Biased expectations worksheet

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What is the theory behind the worksheet?

This worksheet is based on the REBT approach, meant to help clients identify irrational and negative thoughts that are often the source of their problems (Turner, 2016).

How will this worksheet help

The following worksheet will help you identify and explore the irrational and negative beliefs that lead you to unhealthy and biased expectations? Additionally, it will provide you guidance in challenging them, in order to make them more flexible and manageable.

How to use the worksheet

Sometimes, when we experience stressful situations, our core beliefs activate, resulting in negative thoughts about how things will definitely turn out in a bad way. We call this phenomenon “biased expectations”. We tend to overestimate the likelihood that bad things will happen, exaggerate how bad things will be, underestimate our ability to deal with said bad things and ignore the factors that suggest that things will not turn out as bad as we are expecting. This inevitably leads to feeling anxious and doubtful about our own abilities (Buschmann et al., 2017).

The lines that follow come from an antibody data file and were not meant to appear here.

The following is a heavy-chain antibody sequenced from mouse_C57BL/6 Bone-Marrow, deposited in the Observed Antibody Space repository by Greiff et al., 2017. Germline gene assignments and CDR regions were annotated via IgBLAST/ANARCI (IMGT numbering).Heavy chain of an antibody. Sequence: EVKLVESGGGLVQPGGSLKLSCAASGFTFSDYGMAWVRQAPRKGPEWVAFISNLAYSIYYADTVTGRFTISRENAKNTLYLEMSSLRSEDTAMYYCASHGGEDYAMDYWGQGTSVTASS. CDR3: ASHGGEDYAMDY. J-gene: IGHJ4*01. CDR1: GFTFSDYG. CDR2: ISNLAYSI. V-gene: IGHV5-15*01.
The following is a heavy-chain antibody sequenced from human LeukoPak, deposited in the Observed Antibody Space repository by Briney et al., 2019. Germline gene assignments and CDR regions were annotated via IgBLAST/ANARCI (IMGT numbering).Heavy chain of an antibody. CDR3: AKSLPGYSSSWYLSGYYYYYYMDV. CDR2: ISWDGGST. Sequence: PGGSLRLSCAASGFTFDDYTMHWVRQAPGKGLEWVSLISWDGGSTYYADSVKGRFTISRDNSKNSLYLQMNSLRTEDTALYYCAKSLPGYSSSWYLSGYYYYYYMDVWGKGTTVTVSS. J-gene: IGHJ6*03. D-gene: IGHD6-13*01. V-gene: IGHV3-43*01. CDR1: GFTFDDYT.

The following thought behavior is meant to help you challenge your biased expectations. Use the provided example to familiarize yourself with the diary’s structure and then use it to manage your own biased expectations.

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Buschmann, T., Horn, R. A., Blankenship, V. R., Garcia, Y. E., & Bohan, K. B. (2017). The Relationship Between Automatic Thoughts and Irrational Beliefs Predicting Anxiety and Depression. Journal of Rational-Emotive & Cognitive-Behavior Therapy, 36(2), 137–162.


Turner, M. J. (2016). Rational Emotive Behavior Therapy (REBT), Irrational and Rational Beliefs, and the Mental Health of Athletes. Frontiers in Psychology, 07.